When you’re welcoming a new bundle of joy into the home, you may be a bit preoccupied on the bigger details of what baby might need. You’re busy stocking up on clothes, linens, strollers, carriers, and bottles.
It’s also important, however, to think about which soap you’ll be using to clean out baby bottles. Regular dish soap may be too harsh for baby bottles because little stomachs are extremely sensitive to chemicals.
In a rush? My recommendation for a baby bottle liquid soap: Babyganics Dish Dazzler Foaming Dish and Bottle Soap at Amazon.
|Best Dish Soap for Baby Bottles||Why We Like It|
|1. Dr. Bronner's Pure-Castile Liquid Soap - Baby Unscented||It's organic and concentrated: a bottle will last months.|
|2. Babyganics Dish Dazzler Foaming Dish and Bottle Soap, Fragrance-Free||It rinses clean, is a good bargain, and is gentle on our hands.|
|3. Dapple Fragrance-Free Baby Bottle & Dish Liquid||Its baking soda recipe totally gets rid of that milky smell.|
|4. Elysium Eco World Natural Baby Bottle Dish Soap||It's great for babies and moms with allergies and is all-natural.|
What to expect from a dish soap
When you’re expecting a child, you also expect more from the household products you buy. Baby’s health is priority number #1! That’s why the dish soap you use to clean baby supplies is important. Getting baby’s milk bottle squeaky clean is essential so that bacteria doesn’t form inside the bottle.
To ward off potential bacteria, it’s important to clean baby bottles thoroughly and as quickly as possible after the baby is done eating. By starting with a quick rinse, you can ensure that most leftover milk particles will be washed away. To get a really thorough and deep clean for your baby’s bottles, you’ll want to use a dish soap created specifically for cleaning them.
Many brands of regular dish soaps are petroleum-based soaps. This is usually fine for regular run of the mill dish washing but may be the wrong choice for washing plastic baby bottles. Petroleum-based soaps leave a filmy residue on plastic bottles and can be bothersome when you’re trying to ensure that the baby’s bottles are all pristinely clean.
Choosing a free and clear mild detergent will help ensure your baby is both safe and healthy.
When it comes to cleaning baby bottles, most parent’s guides recommend the following:
- Use BPA-free bottles. BPA has been linked to developmental problems in young children.
- Sterilize new bottles before using them. Just because it’s new, doesn’t mean it’s germ-free!
- Sterilize baby bottles at least one a week. Use boiling, steaming, or UV light to sterilize the bottles until the baby is at least 1 year old. That’s about when an infant’s immune system begins to kick in.
- Wash the baby bottles and their component pieces in hot water after every use.
How do I properly wash baby bottles with dish soap?
After you’ve selected a dish soap that is suitable for cleaning baby’s bottles, fill the sink (or other bin you’ll be washing the bottles in) with hot water. Separate all of the individual pieces of the bottle. A thorough cleaning is necessary for the bottles and their accessories.
Pieces that are small and have grooves are especially hard to clean and require extra attention. A bottle brush can help you get into all those nooks and crannies. Investing in a bottle brush, and a quality dish soap that’s intended for use on baby bottles only can help keep your baby’s bottles clean and free from cross-contamination from your other dishes.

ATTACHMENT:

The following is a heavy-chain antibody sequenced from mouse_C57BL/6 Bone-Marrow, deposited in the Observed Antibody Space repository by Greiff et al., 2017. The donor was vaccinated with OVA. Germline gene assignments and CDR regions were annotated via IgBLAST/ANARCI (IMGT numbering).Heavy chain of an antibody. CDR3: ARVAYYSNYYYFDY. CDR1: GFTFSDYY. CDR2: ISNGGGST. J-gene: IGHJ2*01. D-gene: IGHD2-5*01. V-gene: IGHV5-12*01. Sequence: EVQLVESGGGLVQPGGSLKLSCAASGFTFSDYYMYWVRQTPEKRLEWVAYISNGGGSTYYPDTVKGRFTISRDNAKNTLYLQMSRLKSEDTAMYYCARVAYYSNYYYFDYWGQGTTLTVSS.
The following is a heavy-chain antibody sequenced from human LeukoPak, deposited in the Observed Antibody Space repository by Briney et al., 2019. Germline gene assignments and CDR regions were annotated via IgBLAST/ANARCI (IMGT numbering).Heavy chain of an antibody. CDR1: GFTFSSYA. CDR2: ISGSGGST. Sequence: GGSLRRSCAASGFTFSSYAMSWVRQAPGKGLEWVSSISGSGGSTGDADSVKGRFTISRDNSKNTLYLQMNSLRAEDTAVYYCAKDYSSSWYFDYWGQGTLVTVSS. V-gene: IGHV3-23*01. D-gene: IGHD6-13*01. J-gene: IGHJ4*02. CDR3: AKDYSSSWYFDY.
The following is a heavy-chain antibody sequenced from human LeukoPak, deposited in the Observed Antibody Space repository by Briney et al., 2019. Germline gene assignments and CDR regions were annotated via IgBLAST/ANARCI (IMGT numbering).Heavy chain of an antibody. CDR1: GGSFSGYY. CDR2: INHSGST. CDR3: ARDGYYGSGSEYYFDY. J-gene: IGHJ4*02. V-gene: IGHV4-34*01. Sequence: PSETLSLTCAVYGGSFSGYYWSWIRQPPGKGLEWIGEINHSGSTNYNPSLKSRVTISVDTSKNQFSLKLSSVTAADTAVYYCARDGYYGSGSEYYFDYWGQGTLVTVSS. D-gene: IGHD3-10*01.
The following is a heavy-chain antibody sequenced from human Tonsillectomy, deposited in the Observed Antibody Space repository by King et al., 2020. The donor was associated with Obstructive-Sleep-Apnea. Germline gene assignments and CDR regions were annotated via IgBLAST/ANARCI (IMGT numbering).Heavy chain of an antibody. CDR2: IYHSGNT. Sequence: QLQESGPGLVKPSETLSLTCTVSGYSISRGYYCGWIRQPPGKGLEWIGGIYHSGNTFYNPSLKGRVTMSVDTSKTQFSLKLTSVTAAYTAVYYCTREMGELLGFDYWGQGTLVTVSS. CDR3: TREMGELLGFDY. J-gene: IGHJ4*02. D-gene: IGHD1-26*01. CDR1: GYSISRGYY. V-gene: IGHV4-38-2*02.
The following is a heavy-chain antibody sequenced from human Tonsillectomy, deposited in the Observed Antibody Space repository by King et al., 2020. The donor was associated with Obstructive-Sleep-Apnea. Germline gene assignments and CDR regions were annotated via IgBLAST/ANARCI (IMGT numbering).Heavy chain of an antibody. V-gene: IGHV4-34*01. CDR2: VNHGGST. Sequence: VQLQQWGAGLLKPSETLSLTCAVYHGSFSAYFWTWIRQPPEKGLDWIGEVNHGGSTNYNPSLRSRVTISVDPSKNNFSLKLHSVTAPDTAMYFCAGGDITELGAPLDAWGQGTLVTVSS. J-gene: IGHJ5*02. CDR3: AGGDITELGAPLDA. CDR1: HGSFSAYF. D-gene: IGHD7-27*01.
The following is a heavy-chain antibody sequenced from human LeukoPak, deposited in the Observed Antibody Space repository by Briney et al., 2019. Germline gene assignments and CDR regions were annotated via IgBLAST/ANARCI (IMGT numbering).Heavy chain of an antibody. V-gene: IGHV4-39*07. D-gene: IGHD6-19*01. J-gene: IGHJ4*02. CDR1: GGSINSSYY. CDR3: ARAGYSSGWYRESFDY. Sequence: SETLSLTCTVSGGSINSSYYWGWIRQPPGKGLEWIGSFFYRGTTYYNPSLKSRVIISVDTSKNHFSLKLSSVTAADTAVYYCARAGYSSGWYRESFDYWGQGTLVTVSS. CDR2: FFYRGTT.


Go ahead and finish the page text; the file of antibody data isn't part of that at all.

Check out Dr. Brown’s Bottle Brush at Amazon
After you’ve applied the soap and scrubbed them thoroughly with a brush, rinsing the bottles completely will reduce the chance of leaving behind any residue. To be sure your baby bottles do not become cross-contaminated with other food products or regular dish soap, it’s essential that you wash the bottles separately and use a designated sponge or brush for the bottles.
Hand wash or dishwasher?
Many people will argue that using the dishwasher is essential for saving your precious time (especially while trying to care for a baby). The truth is, hand-washing might be more efficient.
Once milk or formula dries up inside a baby bottle, it can become impossible to clean out from those hard to reach areas. This can be especially troublesome if you don’t intend on running your dishwasher after each feeding, or if you don’t have a dishwasher in the first place.
Additionally, choosing to hand-wash baby bottles, instead of throwing them into the dishwasher, can help extend the life of your baby bottles and all their parts.
Tip: Always rinse bottles out with COLD water first. Hot water will make the milk stick to the bottle.
What type of dish soap should I use on my baby’s bottles?
The type of soap you use to hand wash your baby’s bottles should be a mild detergent. If you can manage it, choosing a natural soap may be better for a baby than settling for a soap that’s known to be made of petroleum-based chemicals, which can leave a lingering residue on plastic baby bottles.
There are a plethora of soaps marketed to be safe for use in baby bottles, but you should be wary of brands that do not tout the ‘all-natural’ labeling.
Many dish soaps are full of chemicals that could potentially leach onto your baby’s bottle. Yes, you are technically rinsing off the soap—but this doesn’t mean it’s the greatest choice for your little one.